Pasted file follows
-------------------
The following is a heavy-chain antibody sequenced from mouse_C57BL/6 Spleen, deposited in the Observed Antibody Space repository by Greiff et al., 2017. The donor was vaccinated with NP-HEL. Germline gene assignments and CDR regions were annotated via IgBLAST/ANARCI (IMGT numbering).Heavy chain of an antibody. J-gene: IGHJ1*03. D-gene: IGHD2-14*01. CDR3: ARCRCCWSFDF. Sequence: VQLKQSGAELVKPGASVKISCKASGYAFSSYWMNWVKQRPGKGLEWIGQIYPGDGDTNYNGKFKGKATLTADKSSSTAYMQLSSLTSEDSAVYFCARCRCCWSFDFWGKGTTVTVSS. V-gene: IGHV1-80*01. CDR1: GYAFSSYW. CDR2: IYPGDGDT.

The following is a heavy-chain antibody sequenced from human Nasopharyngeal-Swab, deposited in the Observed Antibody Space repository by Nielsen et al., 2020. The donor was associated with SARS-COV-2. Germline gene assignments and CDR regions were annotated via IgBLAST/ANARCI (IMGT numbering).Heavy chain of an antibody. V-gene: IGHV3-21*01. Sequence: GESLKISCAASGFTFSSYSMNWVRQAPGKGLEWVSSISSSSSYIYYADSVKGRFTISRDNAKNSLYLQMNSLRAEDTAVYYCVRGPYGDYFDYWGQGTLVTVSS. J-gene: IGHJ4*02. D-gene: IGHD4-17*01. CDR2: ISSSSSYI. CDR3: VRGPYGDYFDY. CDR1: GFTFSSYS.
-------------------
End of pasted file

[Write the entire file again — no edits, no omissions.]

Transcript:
The following is a heavy-chain antibody sequenced from mouse_C57BL/6 Spleen, deposited in the Observed Antibody Space repository by Greiff et al., 2017. The donor was vaccinated with NP-HEL. Germline gene assignments and CDR regions were annotated via IgBLAST/ANARCI (IMGT numbering).Heavy chain of an antibody. J-gene: IGHJ1*03. D-gene: IGHD2-14*01. CDR3: ARCRCCWSFDF. Sequence: VQLKQSGAELVKPGASVKISCKASGYAFSSYWMNWVKQRPGKGLEWIGQIYPGDGDTNYNGKFKGKATLTADKSSSTAYMQLSSLTSEDSAVYFCARCRCCWSFDFWGKGTTVTVSS. V-gene: IGHV1-80*01. CDR1: GYAFSSYW. CDR2: IYPGDGDT.

The following is a heavy-chain antibody sequenced from human Nasopharyngeal-Swab, deposited in the Observed Antibody Space repository by Nielsen et al., 2020. The donor was associated with SARS-COV-2. Germline gene assignments and CDR regions were annotated via IgBLAST/ANARCI (IMGT numbering).Heavy chain of an antibody. V-gene: IGHV3-21*01. Sequence: GESLKISCAASGFTFSSYSMNWVRQAPGKGLEWVSSISSSSSYIYYADSVKGRFTISRDNAKNSLYLQMNSLRAEDTAVYYCVRGPYGDYFDYWGQGTLVTVSS. J-gene: IGHJ4*02. D-gene: IGHD4-17*01. CDR2: ISSSSSYI. CDR3: VRGPYGDYFDY. CDR1: GFTFSSYS.